I find the sentiments Mike Whitenton expresses here quite laudable, and unfortunately, unusual. And, I would carry them further.
That’s not specifically about the relevance of Second Temple Messianism to the 21st Century Church – but more generally, this:
…but sometimes questions like his are posited because of an underlying belief that the academy drains the life from church. All this heady stuff, so the argument goes, is useless if it doesn’t ‘help the church love Jesus more’. I think this is overly simplistic, drawing a false bifurcation between knowledge and love. In addition, it mistakenly assumes that ‘loving Jesus’ is the only purpose that the church serves. I would submit that, if the we don’t teach those in the church about texts like 1 Enoch 48 and their relationship to Jesus, then someone else will. And I, for one, would rather them learn it from their pastor or whoever than from the History Channel or somewhere else. The same goes for textual criticism, redaction criticism, the authenticity of the sayings of Jesus, and so on. Sticking the heads of our parishioners in the ground won’t help them ‘love Jesus more’, neither is it intellectually honest to them.
Now I understand that a somewhat antagonistic atheist like myself isn’t necessarily a credible source for advice on how to run a religion… In fact, I sometimes hesitate to say anything at all, because religious folk reading are apt to look suspiciously at anything I have to say. But I hope you’ll hear me out. Because I think you’ll find, on reflection, that Mr. Whitenton’s thinking is sound, and while carrying some risks to “the cause”, it also carries a commitment to honesty and deeper understanding – which are good things.
What if, instead of this sign, you found one that advertized a class explaining apostolic authority and the history of Revelation in the canon as relates to it?
Even if you discourage acceptance of or reliance upon the methods of redaction criticism, shouldn’t you at least foster awareness of it? Shouldn’t the lay members of the church be able to understand what those methods are and why they take the stance they do towards them?
If you teach signs to follow from the latter part of Mark 16, is it worth discussing whether the latter part of Mark 16 is properly a part of the text?
Do the words of 2 Timothy 3:16 apply to 1 John 5:7 if it is indeed an interpolation? And is the doctrine of the Trinity secure without 1 John 5:7? And, do the words of 2 Timothy 3:16 even apply to 2 Timothy 3:16, if it is indeed a pseudepigraphic epistle?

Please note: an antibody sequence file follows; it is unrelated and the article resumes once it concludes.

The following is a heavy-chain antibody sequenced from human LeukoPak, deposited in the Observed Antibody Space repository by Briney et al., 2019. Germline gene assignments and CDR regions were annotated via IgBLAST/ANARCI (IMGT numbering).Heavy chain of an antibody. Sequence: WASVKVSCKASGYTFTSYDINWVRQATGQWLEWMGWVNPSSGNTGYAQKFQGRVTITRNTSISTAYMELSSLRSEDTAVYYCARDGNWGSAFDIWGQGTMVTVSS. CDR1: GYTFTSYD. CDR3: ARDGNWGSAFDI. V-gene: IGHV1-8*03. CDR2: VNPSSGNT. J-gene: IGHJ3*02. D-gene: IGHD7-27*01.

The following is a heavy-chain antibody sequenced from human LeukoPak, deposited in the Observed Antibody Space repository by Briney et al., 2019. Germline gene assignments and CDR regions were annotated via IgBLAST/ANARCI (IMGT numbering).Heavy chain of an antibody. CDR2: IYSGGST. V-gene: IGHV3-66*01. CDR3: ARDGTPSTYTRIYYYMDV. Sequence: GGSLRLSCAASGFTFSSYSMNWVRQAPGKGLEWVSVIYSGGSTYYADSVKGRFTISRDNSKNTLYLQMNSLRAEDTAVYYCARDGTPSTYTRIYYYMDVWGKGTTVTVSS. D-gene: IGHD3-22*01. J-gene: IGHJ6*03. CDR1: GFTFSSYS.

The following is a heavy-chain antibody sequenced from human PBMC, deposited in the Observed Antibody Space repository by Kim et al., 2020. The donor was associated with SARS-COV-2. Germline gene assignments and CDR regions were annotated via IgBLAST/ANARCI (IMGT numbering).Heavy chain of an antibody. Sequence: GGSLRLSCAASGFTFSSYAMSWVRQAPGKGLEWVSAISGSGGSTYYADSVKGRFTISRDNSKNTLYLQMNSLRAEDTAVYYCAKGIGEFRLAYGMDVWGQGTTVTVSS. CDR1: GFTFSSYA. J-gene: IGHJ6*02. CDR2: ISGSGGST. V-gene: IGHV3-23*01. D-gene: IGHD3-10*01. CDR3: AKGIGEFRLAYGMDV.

These are questions that ministers get to grapple with during seminary – and depending on their own epistemologies, and of course on the preferences of the seminary they attend – they work out at least tentative solutions to these questions while academic types continue to debate them and struggle with them. Then, the ministers bring those solutions back to their congregations and present them. Unfortunately, they do not always give their congregations credit for being able to process these types of hard questions – so they sometimes present the Gospel as though it bore within it the resolution to these questions that really is the work of the minister and his seminary instructors – resolutions that are not truly native to the scripture, but are presented as such.
One of the major themes of the Protestant reformation was the breaking of the ecclesiastical monopoly on reading of scripture. Perhaps the next logical step is the breaking of the ecclesiastical monopoly on deeply understanding scripture.
Whitenton gives us a caveat: “These comments about educating our parishioners on the finer points of biblical criticism apply for those congregations who tend to be more educated in the first place. I’m not sure that they apply [across] the board.” – I can certainly agree with this. Not everyone, and especially not the very young, can get into all these questions. However – in the interest of honesty – these folks should not be taught “truth” that is very contingent without at least letting them know that there are some contingencies involved. It can be up to each individual as to whether they wish to become better educated in the matters themselves or to trust the academic judgments of their ministers and church leaders.
This isn’t how we do it in the UU church. Instead, our leaders shy away from discussion of scripture. To an extent, I can understand this in the same terms in which I understand the approach I’ve criticized today – it is very difficult to articulate, much less to flesh out, all the issues that surround proper understanding of scripture. For the UUs, the emphasis isn’t on scripture to begin with, so it isn’t too terribly lazy for us to circumvent both the discussion and the need for it. For others, the emphasis is very much on the scripture – and, while it is understandable, I don’t think it is justifiable to short-circuit the discussion when you are focusing on subjects that create the need for it.